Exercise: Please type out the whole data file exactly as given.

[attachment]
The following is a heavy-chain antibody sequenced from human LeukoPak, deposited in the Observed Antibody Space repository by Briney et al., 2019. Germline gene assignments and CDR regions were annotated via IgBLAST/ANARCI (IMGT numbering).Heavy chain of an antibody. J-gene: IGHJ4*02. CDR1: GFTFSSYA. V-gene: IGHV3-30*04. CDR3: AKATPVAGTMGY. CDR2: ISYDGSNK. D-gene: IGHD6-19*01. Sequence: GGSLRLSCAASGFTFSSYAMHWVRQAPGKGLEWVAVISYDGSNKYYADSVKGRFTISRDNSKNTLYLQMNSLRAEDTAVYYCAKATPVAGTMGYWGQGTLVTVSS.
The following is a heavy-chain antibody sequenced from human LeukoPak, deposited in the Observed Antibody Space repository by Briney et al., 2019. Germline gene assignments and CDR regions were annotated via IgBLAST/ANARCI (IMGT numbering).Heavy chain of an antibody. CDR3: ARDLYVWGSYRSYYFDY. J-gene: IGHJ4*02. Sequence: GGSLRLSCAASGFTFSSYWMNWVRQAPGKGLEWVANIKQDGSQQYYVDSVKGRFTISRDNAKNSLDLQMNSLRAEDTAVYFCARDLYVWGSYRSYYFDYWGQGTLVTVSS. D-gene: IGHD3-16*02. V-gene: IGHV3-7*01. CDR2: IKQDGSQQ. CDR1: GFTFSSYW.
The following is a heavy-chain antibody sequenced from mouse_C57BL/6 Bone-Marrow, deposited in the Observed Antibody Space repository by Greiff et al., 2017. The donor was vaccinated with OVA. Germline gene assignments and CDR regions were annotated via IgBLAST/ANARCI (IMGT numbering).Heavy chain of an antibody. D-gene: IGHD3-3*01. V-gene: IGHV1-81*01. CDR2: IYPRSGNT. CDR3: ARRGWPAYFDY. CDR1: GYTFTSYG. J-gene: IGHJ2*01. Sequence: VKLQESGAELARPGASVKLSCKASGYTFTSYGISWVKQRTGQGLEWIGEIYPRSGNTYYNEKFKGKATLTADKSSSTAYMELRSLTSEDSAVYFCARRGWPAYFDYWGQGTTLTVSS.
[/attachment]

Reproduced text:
The following is a heavy-chain antibody sequenced from human LeukoPak, deposited in the Observed Antibody Space repository by Briney et al., 2019. Germline gene assignments and CDR regions were annotated via IgBLAST/ANARCI (IMGT numbering).Heavy chain of an antibody. J-gene: IGHJ4*02. CDR1: GFTFSSYA. V-gene: IGHV3-30*04. CDR3: AKATPVAGTMGY. CDR2: ISYDGSNK. D-gene: IGHD6-19*01. Sequence: GGSLRLSCAASGFTFSSYAMHWVRQAPGKGLEWVAVISYDGSNKYYADSVKGRFTISRDNSKNTLYLQMNSLRAEDTAVYYCAKATPVAGTMGYWGQGTLVTVSS.
The following is a heavy-chain antibody sequenced from human LeukoPak, deposited in the Observed Antibody Space repository by Briney et al., 2019. Germline gene assignments and CDR regions were annotated via IgBLAST/ANARCI (IMGT numbering).Heavy chain of an antibody. CDR3: ARDLYVWGSYRSYYFDY. J-gene: IGHJ4*02. Sequence: GGSLRLSCAASGFTFSSYWMNWVRQAPGKGLEWVANIKQDGSQQYYVDSVKGRFTISRDNAKNSLDLQMNSLRAEDTAVYFCARDLYVWGSYRSYYFDYWGQGTLVTVSS. D-gene: IGHD3-16*02. V-gene: IGHV3-7*01. CDR2: IKQDGSQQ. CDR1: GFTFSSYW.
The following is a heavy-chain antibody sequenced from mouse_C57BL/6 Bone-Marrow, deposited in the Observed Antibody Space repository by Greiff et al., 2017. The donor was vaccinated with OVA. Germline gene assignments and CDR regions were annotated via IgBLAST/ANARCI (IMGT numbering).Heavy chain of an antibody. D-gene: IGHD3-3*01. V-gene: IGHV1-81*01. CDR2: IYPRSGNT. CDR3: ARRGWPAYFDY. CDR1: GYTFTSYG. J-gene: IGHJ2*01. Sequence: VKLQESGAELARPGASVKLSCKASGYTFTSYGISWVKQRTGQGLEWIGEIYPRSGNTYYNEKFKGKATLTADKSSSTAYMELRSLTSEDSAVYFCARRGWPAYFDYWGQGTTLTVSS.